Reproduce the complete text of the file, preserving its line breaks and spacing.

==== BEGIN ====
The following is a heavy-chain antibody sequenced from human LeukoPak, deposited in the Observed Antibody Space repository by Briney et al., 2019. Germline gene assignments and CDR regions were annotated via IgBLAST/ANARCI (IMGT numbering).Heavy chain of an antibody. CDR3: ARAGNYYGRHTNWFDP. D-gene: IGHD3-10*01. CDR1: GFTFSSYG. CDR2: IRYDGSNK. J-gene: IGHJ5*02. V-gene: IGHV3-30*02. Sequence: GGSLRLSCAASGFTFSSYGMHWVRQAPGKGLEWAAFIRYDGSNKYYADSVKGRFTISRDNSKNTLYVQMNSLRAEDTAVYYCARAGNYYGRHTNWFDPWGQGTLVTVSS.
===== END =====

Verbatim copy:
The following is a heavy-chain antibody sequenced from human LeukoPak, deposited in the Observed Antibody Space repository by Briney et al., 2019. Germline gene assignments and CDR regions were annotated via IgBLAST/ANARCI (IMGT numbering).Heavy chain of an antibody. CDR3: ARAGNYYGRHTNWFDP. D-gene: IGHD3-10*01. CDR1: GFTFSSYG. CDR2: IRYDGSNK. J-gene: IGHJ5*02. V-gene: IGHV3-30*02. Sequence: GGSLRLSCAASGFTFSSYGMHWVRQAPGKGLEWAAFIRYDGSNKYYADSVKGRFTISRDNSKNTLYVQMNSLRAEDTAVYYCARAGNYYGRHTNWFDPWGQGTLVTVSS.